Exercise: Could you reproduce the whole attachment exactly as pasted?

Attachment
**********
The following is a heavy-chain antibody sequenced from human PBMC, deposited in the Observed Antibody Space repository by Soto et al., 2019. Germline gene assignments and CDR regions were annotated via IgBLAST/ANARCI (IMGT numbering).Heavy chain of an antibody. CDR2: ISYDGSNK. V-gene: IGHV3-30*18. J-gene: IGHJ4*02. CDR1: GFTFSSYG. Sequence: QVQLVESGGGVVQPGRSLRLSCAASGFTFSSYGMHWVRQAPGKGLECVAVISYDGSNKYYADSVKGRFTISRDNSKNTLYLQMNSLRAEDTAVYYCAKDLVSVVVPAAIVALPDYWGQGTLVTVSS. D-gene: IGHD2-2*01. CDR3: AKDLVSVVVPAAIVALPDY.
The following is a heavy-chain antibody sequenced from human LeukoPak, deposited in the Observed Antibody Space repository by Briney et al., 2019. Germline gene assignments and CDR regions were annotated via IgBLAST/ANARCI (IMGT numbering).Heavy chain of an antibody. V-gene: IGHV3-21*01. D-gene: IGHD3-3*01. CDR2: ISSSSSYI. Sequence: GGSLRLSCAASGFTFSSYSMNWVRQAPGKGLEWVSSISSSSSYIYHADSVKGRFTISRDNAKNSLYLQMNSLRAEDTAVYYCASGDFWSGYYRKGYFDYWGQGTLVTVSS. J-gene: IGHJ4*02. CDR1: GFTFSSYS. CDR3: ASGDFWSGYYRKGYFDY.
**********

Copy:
The following is a heavy-chain antibody sequenced from human PBMC, deposited in the Observed Antibody Space repository by Soto et al., 2019. Germline gene assignments and CDR regions were annotated via IgBLAST/ANARCI (IMGT numbering).Heavy chain of an antibody. CDR2: ISYDGSNK. V-gene: IGHV3-30*18. J-gene: IGHJ4*02. CDR1: GFTFSSYG. Sequence: QVQLVESGGGVVQPGRSLRLSCAASGFTFSSYGMHWVRQAPGKGLECVAVISYDGSNKYYADSVKGRFTISRDNSKNTLYLQMNSLRAEDTAVYYCAKDLVSVVVPAAIVALPDYWGQGTLVTVSS. D-gene: IGHD2-2*01. CDR3: AKDLVSVVVPAAIVALPDY.
The following is a heavy-chain antibody sequenced from human LeukoPak, deposited in the Observed Antibody Space repository by Briney et al., 2019. Germline gene assignments and CDR regions were annotated via IgBLAST/ANARCI (IMGT numbering).Heavy chain of an antibody. V-gene: IGHV3-21*01. D-gene: IGHD3-3*01. CDR2: ISSSSSYI. Sequence: GGSLRLSCAASGFTFSSYSMNWVRQAPGKGLEWVSSISSSSSYIYHADSVKGRFTISRDNAKNSLYLQMNSLRAEDTAVYYCASGDFWSGYYRKGYFDYWGQGTLVTVSS. J-gene: IGHJ4*02. CDR1: GFTFSSYS. CDR3: ASGDFWSGYYRKGYFDY.